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Antique Pair of Chinese Imperial Silk Embroidery Rank Badge C19th. Five tail feathers possibly indicate a silver pheasant of the 5th rank

Antique Pair of Chinese Imperial Silk Embroidery Rank Badge Five tail feathers possibly indicate a silver pheasant of the rank

Rank Badge with Wild Goose Period: Qing dynasty (1644–1911) Date: 18th century Culture: China Medium: Silk and metallic thread embroidery on silk satin

Rank Badge with Wild Goose Period: Qing dynasty Date: century Culture: China Medium: Silk and metallic thread embroidery on silk satin

Chair strip with auspicious patterns (one of a pair), Qing dynasty (1644–1911), 18th century  China  Tapestry-woven (kesi) silk and metallic thread

One of a Pair of Chair Strips with Auspicious Patterns

Chair strip with auspicious patterns (one of a pair), Qing dynasty century China Tapestry-woven (kesi) silk and metallic thread METMUSEUM.

Title: Embroidery  Artist: Unknown (Chinese)  Year: c. 1860-1880    Art Movement: Chinese Qing dynasty (1644-1911) - China  Materials/Techniques: Satin stitch and couched metallic thread

Title: Embroidery Artist: Unknown (Chinese) Year: c. Art Movement: Chinese Qing dynasty - China Materials/Techniques: Satin stitch and couched metallic thread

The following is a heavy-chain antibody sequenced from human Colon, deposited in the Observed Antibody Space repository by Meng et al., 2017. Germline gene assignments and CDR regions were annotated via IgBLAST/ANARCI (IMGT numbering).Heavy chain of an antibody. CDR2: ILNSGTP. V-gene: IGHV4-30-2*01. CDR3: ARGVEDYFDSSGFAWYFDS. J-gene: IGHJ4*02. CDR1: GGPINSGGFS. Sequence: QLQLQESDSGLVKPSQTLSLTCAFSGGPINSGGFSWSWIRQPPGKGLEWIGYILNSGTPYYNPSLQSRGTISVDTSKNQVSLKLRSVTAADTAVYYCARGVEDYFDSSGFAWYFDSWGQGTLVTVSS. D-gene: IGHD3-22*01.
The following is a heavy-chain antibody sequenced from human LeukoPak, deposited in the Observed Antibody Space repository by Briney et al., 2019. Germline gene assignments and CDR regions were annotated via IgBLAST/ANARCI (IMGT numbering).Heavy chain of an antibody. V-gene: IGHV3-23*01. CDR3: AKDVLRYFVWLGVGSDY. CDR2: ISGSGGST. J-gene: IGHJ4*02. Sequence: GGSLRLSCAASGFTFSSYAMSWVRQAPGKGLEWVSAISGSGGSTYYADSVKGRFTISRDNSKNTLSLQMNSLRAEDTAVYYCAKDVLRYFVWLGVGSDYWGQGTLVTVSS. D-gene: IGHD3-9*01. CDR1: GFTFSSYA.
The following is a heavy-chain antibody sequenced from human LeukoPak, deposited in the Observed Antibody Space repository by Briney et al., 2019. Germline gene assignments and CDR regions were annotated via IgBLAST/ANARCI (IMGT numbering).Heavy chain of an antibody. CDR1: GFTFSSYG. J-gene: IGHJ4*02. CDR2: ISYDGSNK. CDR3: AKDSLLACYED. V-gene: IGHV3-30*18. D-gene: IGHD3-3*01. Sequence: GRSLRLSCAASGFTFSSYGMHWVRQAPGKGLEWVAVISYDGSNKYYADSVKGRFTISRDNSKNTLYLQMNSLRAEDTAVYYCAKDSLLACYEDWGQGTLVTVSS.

Frontside Court Insignia Badge (Buzi) for a Military Official of the 2nd Rank, kesi embroidered, China, 19th century. Photo Nagel

Frontside Court Insignia Badge (Buzi) for a Military Official of the Rank, kesi embroidered, China, century.

Gold embroidered red Mangpao, Late Qing dynasty. Courtesy of the Metropolitan Museum of Art

Red & Gold - Detail of Festival Robe, Qing dynasty The Metropolitan Museum of Art, New York.

From a fragment of Chinese embroidery from the Qing Dynasty (circa 1870), likely part of a skirt panel.#ChineseTextiles

The design in the upper left is a bat. It's a traditional design. From a fragment of Chinese embroidery from the Qing Dynasty (circa likely part of a skirt panel.

A metal thread-embroidered velvet Panel Northern India, circa 1900 the blue velvet ground profusely embroidered with silver and gold thread with a flowering plant with two perching peacocks, beneath the plant a pool and two stalks 110 x 48 cm.

An Indian gilt embroidered panel metal thread embroidered velvet panel, Northern India, circa 1900

The qilin is a fantastic animal shown here in its conventional form. The flames shooting from the creature's body signify its supernatural powers. After 1662 the qilin became the insignia of military officials of the first rank; before that time it was worn by nobles

Rank Badge with Qilin Period: Qing dynasty Date: late century Culture: China Medium: Silk and metallic thread embroidery on plain-weave silk patterned in gauze Accession Number:

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